DCs JLI Ė Dead Characters? Just Love It!

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Every 20 or 30 weeks the light of my life, my girlfriend Lynsey (not, as some have speculated, my Blue Beetle costume), will manage to dredge up the enthusiasm to ask a question about comics. My favourite question has to be: "who is your favourite Superhero?" Or if I had to choose another, it would be "Who is the best superhero?" This is, of course, a very subjective question. My response will be different from, Say, Keith Dallas or Ray Tate or any other Soldier in the SBC Volunteers Army. If I were to be asked that question now, I would be torn between Blue Beetle and Booster Gold, though any member of the JLI would qualify. The reason I chose them is because when I was a child, they showed me that it was possible to go out and save the world even though they didn't along with each other. They made me laugh so hard, it hurt, and I know others out there felt the same. So I find it hard to see the treatment of the JLI at the hands of hack writers anxious to hit a nerve with an increasingly desensitized audience by hurting characters who have touched our hearts, if not our heads.

I speak, of course, of Blue Beetle's recent murder in Countdown to Infinite Crisis. Itís not the first time DC has gone after the heroes that made many believe you didnít have to be able to move a planet to be a hero. Some people reading this article may not be totally familiar with the JLI unless they read the recent issues of Formerly known as the Justice League and JLA:Classified. The JLI was a group of heroes brought together by Max Lord in order to deal with threats on a global basis as opposed to within America. Of course, as time wore on, the situation changed and the group changed, but strangely the dynamic always remained. Giffen and Dematteis had limited choices available for the league as so many of the major heroes were tied up in their own titles and the group originally included big names such as Batman, Black Canary, Jíonn and Captain Marvel It wasnít these big names that made the title though; it was the heroes with the characters: Blue Beetle, Guy Gardner, Booster Gold and Fire and Ice (who by the writers' own admission were allowed to join because no other writer would touch them). They were the JLI that made me laugh and smile and marvel at their ability to fight villains of far greater power while giving us such hilarious moments as:

-Power Girl's unpopular Cat in the JLE (A joke that still can be seen played on in the JSA today)
-Batman knocking Guy Gardner unconscious with a single punch, contributing to his startling personality change
-Jíonn's Oreo addiction
-Booster Gold and Blue Beetle stealing League funds to open a resort on a remote island
-Guy Gardnerís ice skating impersonator
-Darkseid reading Mein Kampf
-Everyoneís favourite "Bwa ha ha ha ha"

And a thousand others any fan could mention. Thrown into the mix were moments of real character development and incredibly poignant stories. Fireís power changed, and Ice slowly came out of her shell while trying to hold a steady relationship with the boorish Guy. Booster and Beetle learned a lesson after watching a vampire commit suicide, and Maxwell Lord obtained redemption after being used for so long. All these aspects gave us pause, made us look at what had just happened and think "Wow, Iíve got to remember this."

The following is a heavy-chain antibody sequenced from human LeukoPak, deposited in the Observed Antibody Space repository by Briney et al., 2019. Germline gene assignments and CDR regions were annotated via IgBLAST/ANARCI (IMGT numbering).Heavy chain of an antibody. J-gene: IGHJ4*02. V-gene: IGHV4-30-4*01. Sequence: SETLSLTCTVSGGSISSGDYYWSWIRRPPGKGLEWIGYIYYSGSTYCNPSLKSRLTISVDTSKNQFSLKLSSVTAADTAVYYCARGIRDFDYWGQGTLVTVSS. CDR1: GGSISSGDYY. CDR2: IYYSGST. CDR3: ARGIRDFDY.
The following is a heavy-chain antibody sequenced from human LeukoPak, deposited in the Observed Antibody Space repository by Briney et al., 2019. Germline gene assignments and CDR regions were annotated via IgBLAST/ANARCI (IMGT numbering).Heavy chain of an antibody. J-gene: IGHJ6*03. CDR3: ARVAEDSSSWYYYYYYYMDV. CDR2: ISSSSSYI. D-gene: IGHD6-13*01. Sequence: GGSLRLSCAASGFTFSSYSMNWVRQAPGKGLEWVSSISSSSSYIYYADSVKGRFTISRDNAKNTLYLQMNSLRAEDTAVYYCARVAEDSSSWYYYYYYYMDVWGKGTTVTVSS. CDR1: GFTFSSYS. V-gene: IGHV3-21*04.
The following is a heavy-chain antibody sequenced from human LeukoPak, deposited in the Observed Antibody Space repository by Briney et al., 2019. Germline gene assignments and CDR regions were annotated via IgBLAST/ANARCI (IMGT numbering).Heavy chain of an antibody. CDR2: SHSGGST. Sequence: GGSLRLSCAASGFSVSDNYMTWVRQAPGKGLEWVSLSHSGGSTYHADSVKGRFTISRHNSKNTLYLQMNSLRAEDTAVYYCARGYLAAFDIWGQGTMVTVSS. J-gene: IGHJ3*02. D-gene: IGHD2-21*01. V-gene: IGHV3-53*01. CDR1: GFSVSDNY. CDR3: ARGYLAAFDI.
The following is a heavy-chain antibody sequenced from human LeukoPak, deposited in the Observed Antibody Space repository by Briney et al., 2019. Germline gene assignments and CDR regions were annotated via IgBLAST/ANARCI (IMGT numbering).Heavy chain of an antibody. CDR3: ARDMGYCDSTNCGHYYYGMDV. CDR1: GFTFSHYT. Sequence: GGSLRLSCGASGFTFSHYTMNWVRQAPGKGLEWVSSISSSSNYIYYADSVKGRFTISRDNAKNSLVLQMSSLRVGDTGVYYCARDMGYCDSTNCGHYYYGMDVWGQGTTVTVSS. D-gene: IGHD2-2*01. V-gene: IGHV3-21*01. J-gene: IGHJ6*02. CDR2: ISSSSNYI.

In order to look into the past with such reverie, one must look at the current situation and be dissatisfied. The JLI has fallen incredibly far since those glorious days back in the eighties. Ice is dead, and we have DCís assurance she wonít be coming back. For those of you who donít know, she died fighting the Overmaster in a pretty tacky story that Mark Waid ADMITS was a mistake. Guy Gardner was killed in Our Worlds at War, but quickly brought back after fans' outcry (intentionalÖ.yeah sure). Booster Gold and Fire are both featured in the cartoon, but youíre lucky if you catch two glimpses of them a year. Relegated to obscurity, you have to remember itís all about the Benjamins with DC. Nothing else matters but the almighty dollar.

So we come to Blue Beetle and his death. He has been seen most recently in Birds of Prey working with Oracle and fluttering around the edges of the odd JLA story. He also appeared in an early issue of Justice League Unlimited. One of the reasons Blue Beetle was so likeable was his run of the mill-ness. Ted Kord was a technological genius but not the best looking or most athletic or the most heroic guy. He was the guy that I could have been, or you could have been. He was the everyman of the DC universe. What other hero do you know had such a bad weight problem that he couldnít get his costume down over his stomach? Who harassed Power Girl into a weight losing competition knowing he couldnít lose? Who nearly wet himself in front of reporters after drinking eight bottles of water? Heís been bankrupt more times than JLA story flops! Heís the lovable failure. For God sake, heís basically Scottish! So naturally a man who wasnít actually generating anything other than respect and goodwill for DC would be the FIRST one for the chop. Excellent choice chaps, I wonder if you employ a similar policy with staff, could you get rid of the tosser that came up with this idea? I think a fair number of people would be willing to pay you to do it, and after all, thatís all that matters to you, isnít it?

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